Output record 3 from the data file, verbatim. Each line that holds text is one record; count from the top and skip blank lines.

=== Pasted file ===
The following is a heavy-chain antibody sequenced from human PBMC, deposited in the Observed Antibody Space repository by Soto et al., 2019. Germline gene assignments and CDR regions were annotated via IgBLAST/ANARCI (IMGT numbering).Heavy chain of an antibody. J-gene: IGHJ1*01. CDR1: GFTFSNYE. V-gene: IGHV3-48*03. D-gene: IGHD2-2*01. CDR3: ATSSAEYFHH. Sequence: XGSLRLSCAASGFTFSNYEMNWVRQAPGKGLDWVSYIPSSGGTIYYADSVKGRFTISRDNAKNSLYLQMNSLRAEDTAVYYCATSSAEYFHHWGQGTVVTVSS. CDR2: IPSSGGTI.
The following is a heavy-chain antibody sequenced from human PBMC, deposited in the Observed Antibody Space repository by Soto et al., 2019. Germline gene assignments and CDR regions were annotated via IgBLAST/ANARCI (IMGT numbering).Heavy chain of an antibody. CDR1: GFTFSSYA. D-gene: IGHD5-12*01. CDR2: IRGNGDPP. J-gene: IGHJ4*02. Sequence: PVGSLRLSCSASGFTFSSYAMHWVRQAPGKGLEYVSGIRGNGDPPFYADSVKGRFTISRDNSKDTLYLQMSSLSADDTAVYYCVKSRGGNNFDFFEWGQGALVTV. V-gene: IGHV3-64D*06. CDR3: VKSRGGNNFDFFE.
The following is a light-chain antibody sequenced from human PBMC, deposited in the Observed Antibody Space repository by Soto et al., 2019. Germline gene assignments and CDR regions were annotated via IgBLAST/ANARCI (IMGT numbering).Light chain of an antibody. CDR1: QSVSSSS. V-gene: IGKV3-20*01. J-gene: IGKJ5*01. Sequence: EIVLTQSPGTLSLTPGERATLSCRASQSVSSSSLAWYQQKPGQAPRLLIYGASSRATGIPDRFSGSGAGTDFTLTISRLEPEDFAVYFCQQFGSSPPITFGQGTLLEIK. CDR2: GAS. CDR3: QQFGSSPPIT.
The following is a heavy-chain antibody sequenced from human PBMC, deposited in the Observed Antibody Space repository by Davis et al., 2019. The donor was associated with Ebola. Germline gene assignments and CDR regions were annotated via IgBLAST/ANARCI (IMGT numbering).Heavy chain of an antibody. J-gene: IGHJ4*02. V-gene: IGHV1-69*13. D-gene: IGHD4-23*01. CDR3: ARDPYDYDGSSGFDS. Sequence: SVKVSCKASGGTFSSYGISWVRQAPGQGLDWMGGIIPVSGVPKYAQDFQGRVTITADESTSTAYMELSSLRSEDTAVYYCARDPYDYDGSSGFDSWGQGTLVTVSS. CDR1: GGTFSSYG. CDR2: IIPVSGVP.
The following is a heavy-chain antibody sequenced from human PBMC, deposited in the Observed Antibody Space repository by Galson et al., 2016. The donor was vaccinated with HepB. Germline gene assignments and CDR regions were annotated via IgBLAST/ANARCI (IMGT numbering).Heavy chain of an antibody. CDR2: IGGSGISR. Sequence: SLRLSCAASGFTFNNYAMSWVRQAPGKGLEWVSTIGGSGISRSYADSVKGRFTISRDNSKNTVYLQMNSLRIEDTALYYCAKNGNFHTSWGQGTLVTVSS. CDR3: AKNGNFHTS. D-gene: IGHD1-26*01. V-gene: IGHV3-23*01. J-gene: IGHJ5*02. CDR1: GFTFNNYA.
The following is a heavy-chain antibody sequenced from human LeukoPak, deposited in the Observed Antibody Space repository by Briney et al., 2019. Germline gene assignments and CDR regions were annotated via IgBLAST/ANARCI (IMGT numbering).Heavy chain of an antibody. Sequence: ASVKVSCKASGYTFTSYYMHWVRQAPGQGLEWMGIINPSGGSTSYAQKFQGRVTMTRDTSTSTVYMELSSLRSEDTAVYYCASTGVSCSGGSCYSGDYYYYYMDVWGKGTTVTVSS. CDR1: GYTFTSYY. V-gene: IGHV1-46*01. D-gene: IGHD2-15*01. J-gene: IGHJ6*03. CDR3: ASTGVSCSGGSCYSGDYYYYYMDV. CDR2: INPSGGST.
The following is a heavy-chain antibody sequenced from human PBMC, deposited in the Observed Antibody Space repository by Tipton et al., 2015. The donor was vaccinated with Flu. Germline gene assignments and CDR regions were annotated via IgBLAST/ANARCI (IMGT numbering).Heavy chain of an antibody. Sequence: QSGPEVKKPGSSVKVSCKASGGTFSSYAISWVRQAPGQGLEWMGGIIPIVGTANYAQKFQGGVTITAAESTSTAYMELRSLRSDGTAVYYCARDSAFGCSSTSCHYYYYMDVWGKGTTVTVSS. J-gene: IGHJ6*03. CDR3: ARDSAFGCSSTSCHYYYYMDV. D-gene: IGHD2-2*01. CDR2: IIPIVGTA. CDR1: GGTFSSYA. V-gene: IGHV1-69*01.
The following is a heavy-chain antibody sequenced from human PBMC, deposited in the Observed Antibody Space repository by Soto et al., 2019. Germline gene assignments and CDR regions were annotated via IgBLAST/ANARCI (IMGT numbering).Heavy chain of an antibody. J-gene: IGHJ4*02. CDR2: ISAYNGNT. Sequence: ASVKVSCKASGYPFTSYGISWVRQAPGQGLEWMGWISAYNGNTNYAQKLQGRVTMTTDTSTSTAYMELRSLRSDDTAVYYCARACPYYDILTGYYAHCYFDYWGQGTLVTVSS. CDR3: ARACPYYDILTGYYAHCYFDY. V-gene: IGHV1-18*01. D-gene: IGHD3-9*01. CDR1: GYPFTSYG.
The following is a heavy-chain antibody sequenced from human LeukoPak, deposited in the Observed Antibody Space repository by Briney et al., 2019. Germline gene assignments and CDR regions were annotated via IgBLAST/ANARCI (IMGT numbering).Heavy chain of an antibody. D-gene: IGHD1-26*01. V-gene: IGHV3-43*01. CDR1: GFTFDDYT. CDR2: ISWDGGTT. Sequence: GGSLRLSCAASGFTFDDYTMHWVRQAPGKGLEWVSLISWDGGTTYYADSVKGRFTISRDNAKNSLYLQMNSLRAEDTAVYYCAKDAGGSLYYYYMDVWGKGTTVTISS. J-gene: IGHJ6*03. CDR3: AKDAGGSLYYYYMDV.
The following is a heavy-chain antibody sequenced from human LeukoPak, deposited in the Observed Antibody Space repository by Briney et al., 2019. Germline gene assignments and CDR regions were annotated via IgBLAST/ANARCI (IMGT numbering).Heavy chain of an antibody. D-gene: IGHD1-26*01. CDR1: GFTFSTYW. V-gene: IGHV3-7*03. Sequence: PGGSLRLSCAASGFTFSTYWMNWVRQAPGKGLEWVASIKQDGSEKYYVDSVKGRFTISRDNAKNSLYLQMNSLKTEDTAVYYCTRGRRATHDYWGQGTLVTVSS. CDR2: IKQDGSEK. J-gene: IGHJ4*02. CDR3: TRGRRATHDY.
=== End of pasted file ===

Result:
The following is a light-chain antibody sequenced from human PBMC, deposited in the Observed Antibody Space repository by Soto et al., 2019. Germline gene assignments and CDR regions were annotated via IgBLAST/ANARCI (IMGT numbering).Light chain of an antibody. CDR1: QSVSSSS. V-gene: IGKV3-20*01. J-gene: IGKJ5*01. Sequence: EIVLTQSPGTLSLTPGERATLSCRASQSVSSSSLAWYQQKPGQAPRLLIYGASSRATGIPDRFSGSGAGTDFTLTISRLEPEDFAVYFCQQFGSSPPITFGQGTLLEIK. CDR2: GAS. CDR3: QQFGSSPPIT.